Buying your own warehouse can save money, especially considering what a year’s warehouse rental costs you.
A warehouse not only gives you access to cheaper rates but can also help build your business’s long-term equity.
If you’re thinking about buying your first warehouse, here’s what you need to know…
Consider Your Space Requirements
If you’ve rented a smaller warehouse before and are looking to rent a space that will accommodate your projected growth, consider looking for a building that is at least the same size or bigger to cater to the growth of your business.
When looking for a warehouse, you should consider the size and functionality of the space.
Also, consider other features of the warehouse, such as the location of the cargo door, type of loading ramp, and accessibility of the location.
Once you’ve found something that’s suitable, put in an offer.
This works similarly to a home purchase (including putting down a deposit, conducting a survey, inspections, and an appraisal).
Warehouses are classed as Industrial B2, B8 or Class E, which covers warehouses and factories.
Putting in an Offer to Purchase
Some borrowers take too long to decide on a property and lose out.
Keep in mind that property sales can fluctuate throughout the year.
Properties may sell fast in one quarter and much slower in others.
It’s best to keep an eye on the market to know how to behave when you find the ideal warehouse or commercial property to buy.
If you’re looking for an in-demand property and find the perfect space, put in an offer to purchase as soon as possible.
The seller will have an idea of what they want for the property in mind. This is what they expect, but it’s by no means what you have to offer.
You can determine how much you want to offer on the advertised property. The owner can then decide yes or no.
If you’re willing to take the risk of a turn-down, you can offer a rate that’s a few thousand pounds less than advertised.
Those not willing to take risks will offer the requested amount or close to it.
You only start applying for mortgages once the owner accepts the purchase offer.
When you’re ready to put in an offer to purchase, both parties will do due diligence, which includes searches for:
- Local authority.
- Environmental and flood risk.
- Drainage and water.
While you may be excited to get a warehouse mortgage, never be tempted to rush the due diligence process.
It is up to the buyer to provide evidence of any relevant faults with the property.
How Do I Get a Commercial Mortgage in the UK?
Commercial loans are very different to home loans. They are much harder to get, and lenders tend to be far more selective.
Even when you find a bank willing to give you the loan, the interest rates may not be as good as you would like.
If you want a good rate on your warehouse loan, you should talk to a mortgage broker with experience in the market.
Brokers have connections with many different banks and financial institutions and know how to find the best possible finance solution for you.
Need more help? Check our quick help guides:
- Reasons why a mortgage could be declined on affordability.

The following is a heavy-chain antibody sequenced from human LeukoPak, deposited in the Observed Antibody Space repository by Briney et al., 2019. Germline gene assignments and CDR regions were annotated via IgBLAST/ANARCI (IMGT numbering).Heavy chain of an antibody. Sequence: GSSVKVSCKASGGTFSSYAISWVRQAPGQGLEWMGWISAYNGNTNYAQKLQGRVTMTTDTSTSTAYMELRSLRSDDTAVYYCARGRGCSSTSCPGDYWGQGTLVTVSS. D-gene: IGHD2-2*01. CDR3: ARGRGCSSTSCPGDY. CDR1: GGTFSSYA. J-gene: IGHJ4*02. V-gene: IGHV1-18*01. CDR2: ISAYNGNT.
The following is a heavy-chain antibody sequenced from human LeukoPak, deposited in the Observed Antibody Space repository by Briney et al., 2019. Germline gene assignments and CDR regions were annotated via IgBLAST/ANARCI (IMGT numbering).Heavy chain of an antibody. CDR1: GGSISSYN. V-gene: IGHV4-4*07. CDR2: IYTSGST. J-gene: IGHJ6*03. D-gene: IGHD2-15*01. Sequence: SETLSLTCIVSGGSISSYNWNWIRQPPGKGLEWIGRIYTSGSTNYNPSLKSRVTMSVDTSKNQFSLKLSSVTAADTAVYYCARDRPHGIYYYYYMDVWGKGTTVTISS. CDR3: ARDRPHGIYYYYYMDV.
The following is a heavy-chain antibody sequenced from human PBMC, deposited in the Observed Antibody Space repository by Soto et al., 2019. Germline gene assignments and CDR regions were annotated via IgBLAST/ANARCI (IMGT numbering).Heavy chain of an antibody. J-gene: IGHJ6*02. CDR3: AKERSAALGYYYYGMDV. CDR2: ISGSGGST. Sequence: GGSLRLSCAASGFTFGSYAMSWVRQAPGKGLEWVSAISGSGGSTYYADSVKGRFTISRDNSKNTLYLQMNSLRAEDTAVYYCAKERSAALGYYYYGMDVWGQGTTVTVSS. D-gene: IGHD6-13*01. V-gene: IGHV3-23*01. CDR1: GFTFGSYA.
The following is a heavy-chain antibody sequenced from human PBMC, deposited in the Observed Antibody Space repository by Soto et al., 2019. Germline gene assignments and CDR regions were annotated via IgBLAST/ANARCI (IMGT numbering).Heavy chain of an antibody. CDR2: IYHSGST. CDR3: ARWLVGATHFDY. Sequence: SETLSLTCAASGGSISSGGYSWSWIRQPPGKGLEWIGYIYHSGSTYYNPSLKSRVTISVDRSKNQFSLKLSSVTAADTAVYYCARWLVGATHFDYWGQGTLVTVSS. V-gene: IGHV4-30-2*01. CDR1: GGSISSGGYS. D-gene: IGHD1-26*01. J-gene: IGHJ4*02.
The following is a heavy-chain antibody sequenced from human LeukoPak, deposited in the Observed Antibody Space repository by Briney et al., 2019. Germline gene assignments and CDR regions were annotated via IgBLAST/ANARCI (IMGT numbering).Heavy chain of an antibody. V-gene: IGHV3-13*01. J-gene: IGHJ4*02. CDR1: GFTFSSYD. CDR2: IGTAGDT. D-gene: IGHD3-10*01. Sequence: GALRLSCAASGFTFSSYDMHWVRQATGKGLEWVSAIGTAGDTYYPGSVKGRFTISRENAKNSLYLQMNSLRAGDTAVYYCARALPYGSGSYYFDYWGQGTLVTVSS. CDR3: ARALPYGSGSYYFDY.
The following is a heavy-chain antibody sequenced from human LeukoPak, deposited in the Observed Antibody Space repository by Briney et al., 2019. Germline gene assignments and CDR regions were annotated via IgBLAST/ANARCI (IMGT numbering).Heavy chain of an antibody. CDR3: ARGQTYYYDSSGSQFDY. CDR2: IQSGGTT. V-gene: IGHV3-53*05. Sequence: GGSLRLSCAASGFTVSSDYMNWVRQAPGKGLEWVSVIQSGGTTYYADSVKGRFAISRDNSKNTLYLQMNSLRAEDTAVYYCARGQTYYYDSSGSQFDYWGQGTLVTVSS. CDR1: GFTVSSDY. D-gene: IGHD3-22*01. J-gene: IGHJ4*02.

- How reliable is a mortgage in principle?
- How do joint mortgages work?
- Can you get a mortgage on a fixed-term contract?
Official Paperwork Gathering & Processing
Getting the paperwork right during the buying process is important.
Banks have requirements when providing finance for purchasing property, and of course, there are legalities to exchange certain documents when the sale goes through.
It can be a complicated process if you have never done it before.
Some buyers opt to handle the paperwork themselves.
In instances like this, a professional solicitor or licensed conveyancer will need to be hired to ensure the sale’s legal aspects are correctly managed.
Lenders will require property checks to ascertain if the property’s value aligns with the loan amount requested.
A survey is usually done to assess any possible problems existing on the property, determine its condition and determine if the structural aspects are stable and safe.
Sign the Contract & Exchange With the Seller
Once the paperwork has been submitted and the seller has accepted your offer, the solicitors must first be happy, and then the contract can be signed and exchanged with the sellers.
It’s at this stage of the process that the deposit for the warehouse must be put down.
Once the deposit is paid, there’s no backing out of the deal, as you may face negative ramifications with the lender (and other lenders) in future.
Once this is done and all details are verified, you’re given the keys to the property – you now have your own warehouse!
But wait, you’re not quite done yet. There’s more!
At this stage, there are still fees to pay on the balance of the property cost, the stamp duties, the conveyancer or solicitor fees, and any removal costs that may have racked up.
Of course, the next steps involve ensuring that you manage your finance contract strictly according to the terms of your mortgage agreement, or you could find yourself heavily penalised, the property repossessed, and negatively impacting your credit record.
Your warehouse will undoubtedly earn you more freedom to carry out your business proceedings as you see fit and also help you capitalise on new growth opportunities.
Buying a Warehouse Last Word
If you’re tired of helping someone else make money on the property you use for your business, consider buying your own warehouse or commercial property with the help of a professional mortgage broker on your side.
Then, hunt the market for the ideal deal and move your business into a warehouse that supports business operations and promotes the growth of the business over the long term.
There are plenty of benefits to owning your own business premises, including cost savings.